As cities struggle to clear their wastes, companies like IL&FS are
ready to do the job
Urban India is moving towards some sort of nirvana as far as
consumption is concerned. We are consuming like never before. And too many of
us are consuming at the same place â€” urban perches like Delhi, Mumbai and other
cities. This is resulting in the generation of much more garbage than we ever
did. We have mountains of waste, such as the one in Ghazipur on the outskirts
In Bangalore, Kochi, Thrissur and wherever urbanization is rampant,
people are up in arms against authorities over the gathering waste.
Smelling opportunity, the industry has stepped in â€“ in a big way â€“ in
the waste management sector. This has rung alarm bells among environmentalists.
The Jindals started a waste-to-energy plant in Okhla, Delhi but people in the
neighborhood, along with environmentalists, moved court saying fumes from
incinerators would kill them.
Infrastructure Leasing and Financial Services (IL&FSâ€™) environment
wing has signed a memorandum of understanding with the Delhi municipality to
process the waste in Ghazipur. The project will generate 12 MW of power from
the incoming waste. It remains to be seen if fumes would terrify the people in
the area, too. IL&FS Managing Director (Environment) Mahesh Babu is
â€śWe will ensure no fumes come out and the monitoring will be so
transparent that no one would complain,â€ť he says. He is ready to allow any
non-governmental organization (NGO) to perform third-party monitoring to assure
themselves, and others, about its safety. The main activity of the plant is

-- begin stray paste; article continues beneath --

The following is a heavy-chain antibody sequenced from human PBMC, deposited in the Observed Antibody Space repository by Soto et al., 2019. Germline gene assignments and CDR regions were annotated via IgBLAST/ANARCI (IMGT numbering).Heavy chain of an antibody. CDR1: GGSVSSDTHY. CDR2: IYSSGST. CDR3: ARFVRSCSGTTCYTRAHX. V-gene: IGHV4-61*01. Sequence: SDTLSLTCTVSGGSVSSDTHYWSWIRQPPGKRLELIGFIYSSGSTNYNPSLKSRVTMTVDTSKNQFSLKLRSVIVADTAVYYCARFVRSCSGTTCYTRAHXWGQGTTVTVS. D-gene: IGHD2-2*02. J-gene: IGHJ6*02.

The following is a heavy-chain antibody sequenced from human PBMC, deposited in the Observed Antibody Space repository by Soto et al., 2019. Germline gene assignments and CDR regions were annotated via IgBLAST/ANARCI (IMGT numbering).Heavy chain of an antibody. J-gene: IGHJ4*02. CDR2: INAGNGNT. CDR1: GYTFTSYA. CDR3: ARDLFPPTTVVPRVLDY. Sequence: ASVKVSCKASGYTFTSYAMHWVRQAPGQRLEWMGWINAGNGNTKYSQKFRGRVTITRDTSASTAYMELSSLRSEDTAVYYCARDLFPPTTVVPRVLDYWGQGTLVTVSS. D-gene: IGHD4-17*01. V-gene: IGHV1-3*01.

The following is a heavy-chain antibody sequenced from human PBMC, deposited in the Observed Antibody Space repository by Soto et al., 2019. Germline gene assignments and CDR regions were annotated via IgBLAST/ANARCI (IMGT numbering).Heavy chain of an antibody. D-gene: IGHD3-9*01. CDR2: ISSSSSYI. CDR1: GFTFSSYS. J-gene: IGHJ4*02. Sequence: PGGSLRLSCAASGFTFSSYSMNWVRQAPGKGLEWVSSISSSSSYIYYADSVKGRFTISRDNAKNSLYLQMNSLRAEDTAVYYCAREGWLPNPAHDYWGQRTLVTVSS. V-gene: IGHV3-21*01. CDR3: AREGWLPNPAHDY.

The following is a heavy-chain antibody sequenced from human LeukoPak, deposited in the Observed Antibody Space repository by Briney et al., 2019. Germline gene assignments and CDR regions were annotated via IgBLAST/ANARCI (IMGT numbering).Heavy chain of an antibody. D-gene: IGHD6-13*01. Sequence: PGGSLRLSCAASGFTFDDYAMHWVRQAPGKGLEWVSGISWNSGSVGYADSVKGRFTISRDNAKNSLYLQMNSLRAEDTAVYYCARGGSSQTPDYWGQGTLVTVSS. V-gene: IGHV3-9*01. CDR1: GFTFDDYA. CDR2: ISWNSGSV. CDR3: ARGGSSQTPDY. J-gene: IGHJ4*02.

processing, and the energy it generates is only a byproduct.
He believes that India should follow the Chinese model and subsidize
power bought from such projects. However, the Rs 230 crore project raises
skepticism in environmentalists like Rajeev Betne, the senior programme
coordinator at NGO Toxics Link.
He questions the wisdom of turning wastes into a business input, saying
it would lead to an unsustainable growth model that encourages more
As for the dilemma between a mountain of wastes being constantly
refurbished and an incinerator that promises not to let out fumes, he says
without the assurance of transparent monitoring and segregation at source, one
would never know what goes into the plant and what comes out. It might include
industrial wastes, plastics, mercury and other materials, which could produce
fumes causing deadly diseases, he says.
Out of the 2,000-tonne capacity of the plant, 1,300 tonnes would come
daily from the Delhi municipality. Babu dismisses the fear of â€śdangerous
inputsâ€ť into the plant as â€śirrationalâ€ť. â€śWe want NGOs to help us, and not
prevent processing of wastes. Our pre-segregation equipment and workforce would
ensure that no dangerous inputs go for incineration. We would follow Euro Norms
on our outputs,â€ť he says.
If nothing was done, the city would face a deluge of wastes, he warns,
and urges environmentalists to be scientific rather than irrational. â€śHow can
we make people consume more?â€ť he asks. The plant would be open for anyone to
inspect and daily outputs would be displayed on the companyâ€™s website for all
to see, he adds.
Thus, a city struggles to get rid of its wastes amid trepidation
whether the medicine would be worse than the disease.